Carbon emissions are expected to continue increasing until 2035, potentially resulting in a dangerous temperature rise, according to the International Energy Agency’s (IEA) latest World Energy Outlook (WEO) report.
Energy-related carbon emissions are projected to rise by 20% over the next 22 years. This leaves the world on track for a long-term average temperature increase of 3.6C, well above the internationally agreed 2C climate target.
As the source of two-thirds of global greenhouse-gas emissions, the energy sector will be “pivotal in determining whether or not climate change goals are achieved”, the IEA report says.
Executive director Maria van der Hoven said, “Major changes are emerging in the energy world in response to shifts in economic growth, efforts of decarbonisation and technological breakthroughs.
“For decision makers trying to reconcile economic, energy security and environmental objectives, it is essential to be aware of the dynamics at the heart of today’s energy market.”
The report said that availability and affordability of energy plays a crucial role in economic wellbeing and industrial competitiveness. Natural gas in the US currently trades at one-third of import prices to Europe and one-fifth of those in Japan.
The 2013 edition of the WEO predicts that large variations in energy prices will persist though to 2035. These variations will impact on company strategies and investment decisions, particularly in energy-intensive industries.
Paul Wootton, head of energy at global law firm Eversheds said that the study makes it clear that differentials in electricity prices between countries will have a continuing and dramatic impact on relative competitiveness.
He said, “As the dramatic structural changes to the global market identified in the report develop, long-term energy contracts will become increasingly complex as purchasers and suppliers seek to manage the balance of forward pricing risk between contracting parties.”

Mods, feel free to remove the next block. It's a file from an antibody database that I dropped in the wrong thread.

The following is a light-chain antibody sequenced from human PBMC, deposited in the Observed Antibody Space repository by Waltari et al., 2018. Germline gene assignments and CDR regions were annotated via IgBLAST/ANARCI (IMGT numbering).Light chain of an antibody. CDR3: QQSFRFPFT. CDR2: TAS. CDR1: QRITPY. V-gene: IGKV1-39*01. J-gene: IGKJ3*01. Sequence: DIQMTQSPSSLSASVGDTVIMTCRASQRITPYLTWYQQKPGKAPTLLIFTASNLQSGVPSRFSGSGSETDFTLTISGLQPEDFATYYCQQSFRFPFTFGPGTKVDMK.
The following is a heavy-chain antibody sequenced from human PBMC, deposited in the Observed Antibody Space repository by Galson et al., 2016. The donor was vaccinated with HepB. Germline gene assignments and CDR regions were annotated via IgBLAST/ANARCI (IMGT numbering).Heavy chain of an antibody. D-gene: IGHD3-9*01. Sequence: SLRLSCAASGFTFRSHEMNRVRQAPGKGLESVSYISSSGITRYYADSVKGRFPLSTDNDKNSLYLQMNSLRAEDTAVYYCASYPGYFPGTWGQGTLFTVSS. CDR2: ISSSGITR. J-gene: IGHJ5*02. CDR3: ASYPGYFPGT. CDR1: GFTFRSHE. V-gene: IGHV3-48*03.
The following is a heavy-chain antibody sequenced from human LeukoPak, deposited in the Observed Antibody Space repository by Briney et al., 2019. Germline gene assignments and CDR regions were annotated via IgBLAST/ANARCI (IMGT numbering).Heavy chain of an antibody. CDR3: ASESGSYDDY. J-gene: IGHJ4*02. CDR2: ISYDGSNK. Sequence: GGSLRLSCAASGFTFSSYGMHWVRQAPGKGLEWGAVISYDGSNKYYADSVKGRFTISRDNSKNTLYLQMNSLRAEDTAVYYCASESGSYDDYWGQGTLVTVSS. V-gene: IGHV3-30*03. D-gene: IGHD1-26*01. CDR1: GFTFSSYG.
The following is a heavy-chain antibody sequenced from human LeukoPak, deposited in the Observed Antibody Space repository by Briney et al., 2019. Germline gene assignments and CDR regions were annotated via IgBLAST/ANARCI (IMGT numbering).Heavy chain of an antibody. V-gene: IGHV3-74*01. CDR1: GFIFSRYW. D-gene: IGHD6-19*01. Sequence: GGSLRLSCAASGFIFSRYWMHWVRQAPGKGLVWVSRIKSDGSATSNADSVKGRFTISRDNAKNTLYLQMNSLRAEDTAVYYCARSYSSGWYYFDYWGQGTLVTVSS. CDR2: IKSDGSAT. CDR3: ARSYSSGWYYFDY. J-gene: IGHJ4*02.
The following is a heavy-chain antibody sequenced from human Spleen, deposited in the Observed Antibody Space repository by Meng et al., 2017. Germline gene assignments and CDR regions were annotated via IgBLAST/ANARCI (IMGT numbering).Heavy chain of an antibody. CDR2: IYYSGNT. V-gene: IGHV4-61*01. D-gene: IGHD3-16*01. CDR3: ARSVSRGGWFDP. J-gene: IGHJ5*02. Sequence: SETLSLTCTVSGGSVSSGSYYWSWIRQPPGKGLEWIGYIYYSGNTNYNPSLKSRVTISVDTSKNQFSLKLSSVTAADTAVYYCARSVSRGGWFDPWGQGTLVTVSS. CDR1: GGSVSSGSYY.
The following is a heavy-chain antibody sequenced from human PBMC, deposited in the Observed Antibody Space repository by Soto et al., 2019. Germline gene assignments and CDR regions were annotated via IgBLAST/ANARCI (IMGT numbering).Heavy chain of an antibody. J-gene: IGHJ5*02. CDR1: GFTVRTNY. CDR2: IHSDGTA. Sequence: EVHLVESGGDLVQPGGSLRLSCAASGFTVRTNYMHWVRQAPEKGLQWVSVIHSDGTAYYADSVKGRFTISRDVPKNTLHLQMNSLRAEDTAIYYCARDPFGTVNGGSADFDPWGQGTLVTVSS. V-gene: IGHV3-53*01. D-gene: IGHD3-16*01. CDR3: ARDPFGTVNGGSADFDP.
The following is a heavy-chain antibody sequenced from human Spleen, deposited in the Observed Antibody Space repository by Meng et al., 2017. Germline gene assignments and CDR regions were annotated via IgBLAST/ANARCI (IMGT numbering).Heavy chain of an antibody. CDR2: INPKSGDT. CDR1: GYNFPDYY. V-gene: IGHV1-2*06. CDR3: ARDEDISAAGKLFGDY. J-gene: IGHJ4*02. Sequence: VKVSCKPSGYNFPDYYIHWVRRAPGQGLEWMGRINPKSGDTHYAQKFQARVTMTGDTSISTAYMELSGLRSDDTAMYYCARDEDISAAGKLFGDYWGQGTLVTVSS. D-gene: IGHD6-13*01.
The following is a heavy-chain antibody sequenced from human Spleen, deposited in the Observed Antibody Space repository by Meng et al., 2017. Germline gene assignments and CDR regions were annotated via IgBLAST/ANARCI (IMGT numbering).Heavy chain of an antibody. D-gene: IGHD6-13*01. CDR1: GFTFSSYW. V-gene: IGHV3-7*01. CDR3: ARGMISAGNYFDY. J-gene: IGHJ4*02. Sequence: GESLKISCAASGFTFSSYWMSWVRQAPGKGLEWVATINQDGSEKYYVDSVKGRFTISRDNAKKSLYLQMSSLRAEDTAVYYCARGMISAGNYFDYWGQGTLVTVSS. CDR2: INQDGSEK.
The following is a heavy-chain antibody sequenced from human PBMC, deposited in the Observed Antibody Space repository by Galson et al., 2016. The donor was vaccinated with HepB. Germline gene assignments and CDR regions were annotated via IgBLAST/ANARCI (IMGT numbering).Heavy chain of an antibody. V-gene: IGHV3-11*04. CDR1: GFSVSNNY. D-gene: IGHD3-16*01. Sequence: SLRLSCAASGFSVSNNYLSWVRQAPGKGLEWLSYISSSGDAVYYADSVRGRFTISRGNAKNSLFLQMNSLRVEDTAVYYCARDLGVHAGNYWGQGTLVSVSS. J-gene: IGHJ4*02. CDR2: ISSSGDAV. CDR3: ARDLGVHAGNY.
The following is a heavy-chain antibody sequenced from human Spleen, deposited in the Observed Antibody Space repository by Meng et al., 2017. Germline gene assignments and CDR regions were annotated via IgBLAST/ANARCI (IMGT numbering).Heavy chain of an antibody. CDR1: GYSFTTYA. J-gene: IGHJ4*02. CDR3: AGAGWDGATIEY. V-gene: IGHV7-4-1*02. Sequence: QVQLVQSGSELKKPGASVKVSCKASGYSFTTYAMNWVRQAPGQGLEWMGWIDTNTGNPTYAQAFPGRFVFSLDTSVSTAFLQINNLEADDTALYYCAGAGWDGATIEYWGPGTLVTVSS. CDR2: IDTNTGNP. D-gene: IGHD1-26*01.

As a result of this, the report noted the importance of reducing the impact of high energy prices but noted this does not mean diminishing efforts to address climate change. The IEA highlighted the importance of energy efficiency in order to mitigate the effect high energy prices can have.
The report also found that the demand for energy will switch decisively to the emerging economies, particularly China, India and the Middle East, which will drive global energy use one-third higher. In contrast, OECD countries will see their energy demand barely rise.
WWF said that it strongly supported that IEA view that changing the energy sector is the most important action to take when it comes to climate change.
However, Stephan Singer, director of global energy policy at the organisation, said, “We can’t have our cake and eat it and the IEA is being too positive about new energy sources like shale gas.
“As the IEA themselves recognise, we need to leave more than two thirds of all existing fossil fuels underground to have a decent chance to avoid overstepping the threshold to dangerous levels on climate change. We need vision and leadership from world leaders on this issue – starting now in Warsaw.”